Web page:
OR MATH 3941|Minimum Grade of C-|May not be taken concurrently)

BIOE 4461. Capstone Elective: Principles of Tissue Engineering. 3 Credit Hours.

This course will introduce fundamental concepts of tissue engineering and regenerative medicine, focusing on biomaterials used for scaffolds, mechanisms of cell-biomaterial interactions, biocompatibility and foreign body response, cellular engineering, and tissue biomechanics. Principles of cell/developmental and stem cell biology will be introduced, which will enable the students to apply a multidisciplinary approach to engineering select tissues and organs, such as the musculoskeletal system, cardiovascular tissues, the nervous system, and to design artificial organs. These topics will also be discussed in the context of scale-up, manufacturing, ethical and regulatory concerns. Note: Prior to fall 2017, the course title was "Capstone Elective: Principles of Tissue and Regenerative Engineering."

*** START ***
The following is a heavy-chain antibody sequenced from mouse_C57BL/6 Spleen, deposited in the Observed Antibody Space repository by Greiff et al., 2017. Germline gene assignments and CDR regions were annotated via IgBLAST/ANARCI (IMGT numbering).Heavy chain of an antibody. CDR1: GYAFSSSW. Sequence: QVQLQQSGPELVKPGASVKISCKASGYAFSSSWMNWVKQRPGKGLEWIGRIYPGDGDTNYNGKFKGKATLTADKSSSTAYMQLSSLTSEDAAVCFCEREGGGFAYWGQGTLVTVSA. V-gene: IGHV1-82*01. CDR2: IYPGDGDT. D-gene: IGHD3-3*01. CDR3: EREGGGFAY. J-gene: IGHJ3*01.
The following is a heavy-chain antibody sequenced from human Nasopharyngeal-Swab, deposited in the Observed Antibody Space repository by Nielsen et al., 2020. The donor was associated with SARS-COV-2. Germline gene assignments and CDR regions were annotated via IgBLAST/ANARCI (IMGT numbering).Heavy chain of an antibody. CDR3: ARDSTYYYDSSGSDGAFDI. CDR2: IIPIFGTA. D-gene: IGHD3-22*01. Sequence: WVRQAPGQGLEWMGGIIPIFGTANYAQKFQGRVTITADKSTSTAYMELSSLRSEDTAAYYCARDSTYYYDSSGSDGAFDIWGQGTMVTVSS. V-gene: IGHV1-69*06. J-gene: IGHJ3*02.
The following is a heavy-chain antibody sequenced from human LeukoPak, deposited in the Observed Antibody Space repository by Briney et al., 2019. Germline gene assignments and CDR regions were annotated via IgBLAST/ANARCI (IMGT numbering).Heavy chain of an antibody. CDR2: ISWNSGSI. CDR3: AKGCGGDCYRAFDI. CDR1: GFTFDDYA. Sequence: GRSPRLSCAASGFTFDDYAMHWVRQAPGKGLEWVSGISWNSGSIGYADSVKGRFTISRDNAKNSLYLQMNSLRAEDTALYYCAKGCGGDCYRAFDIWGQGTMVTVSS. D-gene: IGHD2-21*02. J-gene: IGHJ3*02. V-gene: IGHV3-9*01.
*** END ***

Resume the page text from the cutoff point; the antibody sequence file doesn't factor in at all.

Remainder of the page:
Department Restrictions: Must be enrolled in one of the following Departments: Engineering:Bio Engineering.
Field of Study Restrictions: Must be enrolled in one of the following Majors: Bioengineering.

Repeatability: This course may not be repeated for additional credits.

Pre-requisites:
(BIOE 2101|Minimum Grade of C-|May not be taken concurrently)
AND (CHEM 2202|Minimum Grade of C-|May not be taken concurrently)

BIOE 4500. Special Topics in Bioengineering. 3 Credit Hours.

An emerging or advanced area of bioengineering research will be covered. Topics vary by semester.